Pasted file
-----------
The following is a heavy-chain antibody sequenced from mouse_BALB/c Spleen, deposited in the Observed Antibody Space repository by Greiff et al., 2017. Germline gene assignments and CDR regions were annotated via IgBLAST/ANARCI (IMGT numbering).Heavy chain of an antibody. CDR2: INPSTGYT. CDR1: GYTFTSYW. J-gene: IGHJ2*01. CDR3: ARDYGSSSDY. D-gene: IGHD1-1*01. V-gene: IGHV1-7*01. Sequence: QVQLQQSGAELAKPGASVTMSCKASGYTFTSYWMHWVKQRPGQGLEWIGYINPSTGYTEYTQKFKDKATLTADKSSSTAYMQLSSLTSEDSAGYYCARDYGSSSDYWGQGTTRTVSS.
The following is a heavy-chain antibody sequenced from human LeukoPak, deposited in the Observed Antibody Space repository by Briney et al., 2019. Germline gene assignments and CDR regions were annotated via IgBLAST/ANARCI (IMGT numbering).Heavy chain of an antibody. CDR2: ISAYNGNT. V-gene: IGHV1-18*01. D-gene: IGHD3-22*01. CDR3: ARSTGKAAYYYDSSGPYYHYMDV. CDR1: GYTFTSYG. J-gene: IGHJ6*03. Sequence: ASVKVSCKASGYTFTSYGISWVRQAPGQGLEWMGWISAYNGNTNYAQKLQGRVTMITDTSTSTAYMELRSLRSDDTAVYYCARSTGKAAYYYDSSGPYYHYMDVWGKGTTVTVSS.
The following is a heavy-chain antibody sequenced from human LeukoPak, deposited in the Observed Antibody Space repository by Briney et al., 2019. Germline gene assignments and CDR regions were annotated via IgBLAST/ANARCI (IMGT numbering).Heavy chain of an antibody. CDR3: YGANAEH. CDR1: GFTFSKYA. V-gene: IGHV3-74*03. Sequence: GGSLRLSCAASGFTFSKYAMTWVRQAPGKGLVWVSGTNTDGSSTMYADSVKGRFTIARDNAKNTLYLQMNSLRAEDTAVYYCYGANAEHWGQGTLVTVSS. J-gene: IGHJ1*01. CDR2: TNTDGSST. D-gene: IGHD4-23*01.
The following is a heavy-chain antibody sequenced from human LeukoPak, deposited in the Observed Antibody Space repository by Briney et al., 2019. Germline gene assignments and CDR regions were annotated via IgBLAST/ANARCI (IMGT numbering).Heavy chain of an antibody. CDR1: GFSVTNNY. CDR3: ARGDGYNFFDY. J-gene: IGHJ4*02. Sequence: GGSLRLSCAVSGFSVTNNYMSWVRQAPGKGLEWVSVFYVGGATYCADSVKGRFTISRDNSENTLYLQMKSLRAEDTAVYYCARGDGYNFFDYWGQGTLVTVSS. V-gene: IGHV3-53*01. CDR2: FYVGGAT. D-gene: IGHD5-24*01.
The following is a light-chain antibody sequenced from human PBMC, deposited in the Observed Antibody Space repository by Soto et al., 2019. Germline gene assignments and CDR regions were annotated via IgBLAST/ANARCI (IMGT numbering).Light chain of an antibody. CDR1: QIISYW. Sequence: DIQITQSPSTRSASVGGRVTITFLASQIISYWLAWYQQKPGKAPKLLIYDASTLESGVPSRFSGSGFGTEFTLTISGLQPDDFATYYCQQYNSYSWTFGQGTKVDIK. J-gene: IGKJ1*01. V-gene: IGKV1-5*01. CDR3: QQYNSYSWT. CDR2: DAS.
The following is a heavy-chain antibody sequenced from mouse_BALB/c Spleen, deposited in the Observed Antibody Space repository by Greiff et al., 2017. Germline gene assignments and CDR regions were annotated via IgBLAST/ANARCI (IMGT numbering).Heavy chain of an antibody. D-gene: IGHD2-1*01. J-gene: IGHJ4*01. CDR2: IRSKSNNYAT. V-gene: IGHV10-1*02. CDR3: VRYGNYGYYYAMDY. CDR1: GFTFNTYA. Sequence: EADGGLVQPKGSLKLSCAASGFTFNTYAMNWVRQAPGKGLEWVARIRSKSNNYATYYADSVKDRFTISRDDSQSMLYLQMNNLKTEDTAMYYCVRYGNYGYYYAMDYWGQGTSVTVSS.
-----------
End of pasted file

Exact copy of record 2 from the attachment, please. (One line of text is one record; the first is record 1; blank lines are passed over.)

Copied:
The following is a heavy-chain antibody sequenced from human LeukoPak, deposited in the Observed Antibody Space repository by Briney et al., 2019. Germline gene assignments and CDR regions were annotated via IgBLAST/ANARCI (IMGT numbering).Heavy chain of an antibody. CDR2: ISAYNGNT. V-gene: IGHV1-18*01. D-gene: IGHD3-22*01. CDR3: ARSTGKAAYYYDSSGPYYHYMDV. CDR1: GYTFTSYG. J-gene: IGHJ6*03. Sequence: ASVKVSCKASGYTFTSYGISWVRQAPGQGLEWMGWISAYNGNTNYAQKLQGRVTMITDTSTSTAYMELRSLRSDDTAVYYCARSTGKAAYYYDSSGPYYHYMDVWGKGTTVTVSS.